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Ultimate Beneficial Ownership Regulation in the DIFC

Ultimate Beneficial Ownership Regulation in the DIFC


The DIFC has recently introduced their regulations concerning The Ultimate Beneficial Owners (UBO) of companies. A beneficial owner is an individual within a company who, as defined within the new DIFC regulation, directly or indirectly holds or controls:

  1. Shares or other Ownership Interests in the Relevant Person over the Relevant Percentage;
  2. Voting rights in the Relevant Person more than the Relevant Percentage; or
  3. The right to appoint or remove a large number of Directors of the Relevant Person.

Concerning a partnership, the UBO is one who can exercise significant control overall.

Finally, in the case of a Non-profit organization or foundation, the UBO is an individual who has legal control over the activities of the Governing Body of the entity or the operations performed by it.

Contents of the Law

The general premise of the Ultimate Beneficial Ownership Regulation (Consultation Paper Number 7 of 2018) is to make clear that the UBO of an entity is to be identified. They should be a formalized requirement within the previously mentioned legal forms of business. On top of this, the regulation also clarifies that the DIFC is responsible for ensuring they are aware of the UBOs and should maintain up to date information on them.

There are certain exemptions here though, which Article 2 covers. Article 3 defines who is to be considered a UBO as per this law, which this update has previously already mentioned. It goes into further depths and looks at other circumstances such as 3.1.2 which concerns cases of two or more UBO parties.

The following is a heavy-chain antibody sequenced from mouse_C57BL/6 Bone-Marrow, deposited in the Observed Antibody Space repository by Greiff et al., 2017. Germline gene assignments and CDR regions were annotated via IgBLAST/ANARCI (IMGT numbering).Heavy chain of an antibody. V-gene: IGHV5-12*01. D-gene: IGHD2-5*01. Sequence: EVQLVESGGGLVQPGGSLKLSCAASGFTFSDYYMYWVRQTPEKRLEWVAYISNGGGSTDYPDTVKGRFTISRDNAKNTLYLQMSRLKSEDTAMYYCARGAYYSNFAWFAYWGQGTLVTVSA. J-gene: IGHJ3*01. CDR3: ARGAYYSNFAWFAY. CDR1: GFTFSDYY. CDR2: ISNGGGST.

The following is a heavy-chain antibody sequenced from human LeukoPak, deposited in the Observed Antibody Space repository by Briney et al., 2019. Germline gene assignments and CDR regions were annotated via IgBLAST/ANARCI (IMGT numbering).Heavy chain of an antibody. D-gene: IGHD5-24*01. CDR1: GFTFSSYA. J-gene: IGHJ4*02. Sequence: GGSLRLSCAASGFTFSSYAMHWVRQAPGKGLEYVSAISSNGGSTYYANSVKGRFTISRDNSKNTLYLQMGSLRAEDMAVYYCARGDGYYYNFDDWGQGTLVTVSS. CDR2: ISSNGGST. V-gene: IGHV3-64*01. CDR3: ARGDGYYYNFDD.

There is also a registrar that holds all of the information collected on the UBOs within the DIFC, and it is up to the relevant person to obtain this information and relay it to the registrar, as stated in Article 3.2.2.

Article 4.1.4 mentions the specific data that requires collecting on the UBOs; this includes their names, addresses, nationality, and date of birth and more. Article 4.2 states that if a new UBO is to arise or replace the prior one, an application to the court must be made. On top of this, if any issues arise with concerns to the current UBO, an application should also be made to the court to resolve the matter.

Article 5 related to a company’s Nominee Director. This person within a company should also be registered, and the information that requires collecting is the same as the UBO and Article 5.2.1 confirms this.

The duties of the registrar are clarified under Article 7 and include collecting and analyzing the data, though this should only be to regulate in areas such as money laundering and terrorist financing, criminal organizations and sanctions compliance in the DIFC, and to comply with any other applicable laws in the DIFC.

Finally, Article 8 mentions that any individuals tasked with obtaining the information on either the UBO or the Nominee Director, who fails to follow these regulations, will be struck off the registrar.